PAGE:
If the new model is an improvement of the original model, then we fail to reject H0. If that is not the case, it means that those variables were significant; hence we reject H0. 

Here is the general expression: anova(original_model, new_model)

# Anova test
anova(cust_value_model, second_model)

ANOVA test result

ANOVA test result (Image by Author)

From the ANOVA result, we observe that the p-value (8.0893e-316) is very small (less than 0.05), so we reject the null hypothesis, meaning that the second model is not an improvement of the first one. 

Another way of looking at the important variables in the model is through a significance test. 

A variable will be significant if its p-value is less than 0.05. This result can be generated by the summary() function. In addition to providing that information about the model it also renders the adjusted R-square, which evaluates the performance of models against each other.

# Print the result of the model

Summary Result for the original model with all the predictors

Summary Result for the original model with all the predictors (Image by Author)

We have two key sections in the table: Residuals and Coefficients. The Q-Q plots give the same information as the Residuals section. In the Coefficients section, Call_Failure, Complaints, and Age_Group are not considered to be significant by the model because their p-value is higher than 0.05. Keeping them does not provide any additional value to the model.

Applying the same analysis to the second model, we get this result:


Summary Result for the second model with all the predictors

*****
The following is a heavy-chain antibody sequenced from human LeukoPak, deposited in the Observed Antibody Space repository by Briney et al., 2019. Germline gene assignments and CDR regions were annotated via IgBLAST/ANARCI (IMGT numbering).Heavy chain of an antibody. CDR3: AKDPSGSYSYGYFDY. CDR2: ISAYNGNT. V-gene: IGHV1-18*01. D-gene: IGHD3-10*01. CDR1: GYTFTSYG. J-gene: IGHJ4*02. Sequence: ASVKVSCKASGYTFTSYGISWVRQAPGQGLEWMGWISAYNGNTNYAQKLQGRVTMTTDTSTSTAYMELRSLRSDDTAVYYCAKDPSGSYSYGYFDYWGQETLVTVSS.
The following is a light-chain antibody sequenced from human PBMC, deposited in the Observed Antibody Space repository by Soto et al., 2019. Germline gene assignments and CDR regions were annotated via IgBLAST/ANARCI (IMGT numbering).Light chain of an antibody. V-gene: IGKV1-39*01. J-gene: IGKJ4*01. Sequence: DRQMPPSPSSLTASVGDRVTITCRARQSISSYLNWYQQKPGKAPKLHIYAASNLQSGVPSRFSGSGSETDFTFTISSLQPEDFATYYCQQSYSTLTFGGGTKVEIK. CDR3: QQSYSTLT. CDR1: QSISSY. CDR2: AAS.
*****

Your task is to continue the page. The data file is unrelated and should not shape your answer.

Summary Result for the second model with all the predictors (Image by Author)

The original model has an adjusted R-square of 0.98, which is higher than the second model’s adjusted R-square (0.97). This means that the original model with all the predictors is better than the second model.

Improve the multiple linear regression model

The logical next step of this analysis is to remove the non-significant variables and fit the model to see if the performance improves.

Another strategy for efficiently choosing relevant predictors is through the Akaike Information Criteria (AIC)

It starts with all the features, then gradually drops the worst predictors one at a time until it finds the best model. The smaller the AIC score, the better the model. This can be done using the stepAIC() function.


This tutorial has covered the main aspects of multiple linear regressions and explored some strategies to build robust models. 

We hope this tutorial provides you with the relevant skills to get actionable insights from your data. You can try to improve these models by applying different approaches using the source code available from our workspace

Multiple Linear Regression FAQs

What kind of problems can be solved by multiple linear regression?

There are three major areas of problems that the multiple linear regression analysis solves  — (1) causal analysis, (2) forecasting an effect, and (3) trend forecasting.

What is the advantage of multiple linear regression?

It may lead to a more accurate and precise understanding of the association of each individual predictor with the dependent variable.

Why is multiple linear regression called multiple?

Because it requires at least two predictor variables.